In football, everyone has two clubs: the one they support, and the one they probably wish they didn’t like so much (because supporting one team is hard enough). That “second club” is a club that draws you in; a club that holds irresistible charm for you for some reason or the other, and leaves you with a feeling you can’t quite shake. On that note, here are the FTW writers’ second clubs!
Paul: Southampton... and Dulwich Hamlet
So the first of these will come as exactly zero shock to anyone here. I’ve been pretty loud about my being a Southampton fan over the years, and truth be told, Southampton definitely aren’t my second team. They’re my first. But in the interest of me not talking about Saints some more, I have another second (third?) team that is as obscure as they are ridiculous: Dulwich Hamlet!
They’re a South London club based in Dulwich (which is between two more famous areas, Brixton and Peckham) in the National League South, the sixth tier of the English football pyramid.
They play their home games at Champion Hill, which houses about 3,000 people at a push, and it makes for a cracking day. They even put on some excellent beers on tap, and some really good food (some of which has featured on Footy Scran).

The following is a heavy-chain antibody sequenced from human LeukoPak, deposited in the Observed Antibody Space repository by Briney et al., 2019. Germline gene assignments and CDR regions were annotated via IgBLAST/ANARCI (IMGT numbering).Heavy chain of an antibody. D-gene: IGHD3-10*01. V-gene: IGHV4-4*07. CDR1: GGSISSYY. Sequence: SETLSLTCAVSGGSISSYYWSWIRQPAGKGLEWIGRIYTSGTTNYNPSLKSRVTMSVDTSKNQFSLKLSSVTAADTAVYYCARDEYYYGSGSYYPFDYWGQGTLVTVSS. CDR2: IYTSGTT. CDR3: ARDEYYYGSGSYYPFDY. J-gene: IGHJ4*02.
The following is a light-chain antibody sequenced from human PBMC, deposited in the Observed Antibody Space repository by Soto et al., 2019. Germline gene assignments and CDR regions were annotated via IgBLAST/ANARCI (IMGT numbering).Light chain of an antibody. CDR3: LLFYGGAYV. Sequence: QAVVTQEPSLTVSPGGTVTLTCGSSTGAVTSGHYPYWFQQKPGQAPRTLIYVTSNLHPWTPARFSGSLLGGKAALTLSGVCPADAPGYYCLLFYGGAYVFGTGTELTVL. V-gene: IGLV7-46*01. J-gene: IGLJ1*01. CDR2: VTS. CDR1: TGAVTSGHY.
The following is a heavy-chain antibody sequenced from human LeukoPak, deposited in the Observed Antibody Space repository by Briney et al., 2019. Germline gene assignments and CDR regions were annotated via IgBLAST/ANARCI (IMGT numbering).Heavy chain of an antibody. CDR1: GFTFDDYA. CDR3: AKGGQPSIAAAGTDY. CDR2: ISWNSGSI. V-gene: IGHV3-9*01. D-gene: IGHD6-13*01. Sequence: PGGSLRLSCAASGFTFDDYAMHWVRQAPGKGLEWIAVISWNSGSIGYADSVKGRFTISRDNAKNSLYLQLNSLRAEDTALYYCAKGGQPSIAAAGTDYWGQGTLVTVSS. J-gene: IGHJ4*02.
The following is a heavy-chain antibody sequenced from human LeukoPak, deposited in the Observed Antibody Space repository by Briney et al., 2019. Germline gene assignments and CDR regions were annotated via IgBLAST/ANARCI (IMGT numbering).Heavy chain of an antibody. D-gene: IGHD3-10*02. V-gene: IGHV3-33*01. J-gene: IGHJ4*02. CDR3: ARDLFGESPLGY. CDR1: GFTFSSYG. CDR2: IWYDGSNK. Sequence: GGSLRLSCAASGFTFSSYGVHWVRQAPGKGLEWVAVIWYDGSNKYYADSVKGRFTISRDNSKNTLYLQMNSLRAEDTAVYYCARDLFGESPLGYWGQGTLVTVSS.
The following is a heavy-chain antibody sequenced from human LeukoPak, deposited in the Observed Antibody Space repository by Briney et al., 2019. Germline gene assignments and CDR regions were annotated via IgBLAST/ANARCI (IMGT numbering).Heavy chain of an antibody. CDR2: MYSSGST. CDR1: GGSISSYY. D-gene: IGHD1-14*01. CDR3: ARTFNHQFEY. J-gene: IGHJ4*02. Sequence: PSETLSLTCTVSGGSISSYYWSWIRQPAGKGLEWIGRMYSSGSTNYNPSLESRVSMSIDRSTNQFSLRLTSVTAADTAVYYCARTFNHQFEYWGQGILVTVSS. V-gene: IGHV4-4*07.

Up the Hamlet!
Sarah: FC Union Berlin
When it comes to rooting for a team, there are certain things that draw my immediate and undying support:
- Being an underdog
- Weird ass mascots
Little did I know that when FC Union Berlin burst onto the top flight scene in 2019, I would find a new fixation. But, let’s back up a bit first.
As an American who really only knew American league structure for most of my life, the whole idea of promotion/relegation fascinated me. I’m a proponent of this system for many reasons (which I’ll spare you from for now) and, thusly, I am captivated by the teams finding themselves in that situation each season. The top flight can be a challenge for some teams (FC Ingolstadt, SV Darmstadt) but Union simply dazzled. In their three post-promotion seasons they finished 11th, 7th and 5th respectively, showing no signs of departing anytime soon.
Even with this success, the team vibe remains modest. Just looking at their supremely retro scoreboard is a reminder of humble beginnings and makes this stadium a “must visit” on my next trip to Germany.
All of this aside, the absolute most incredible thing about this team goes by the name of Ritter Keule. To me, this knight is hands down the most bizarre effing mascot in the Bundesliga. He wields a mace for crying out loud! It was obsession at first sight and Ritter Keule took the top spot on my list of favorite mascots (sorry Jünter).
I can’t wait to see what this squad does in the new season!
Zac Weilminster: Eintracht Frankfurt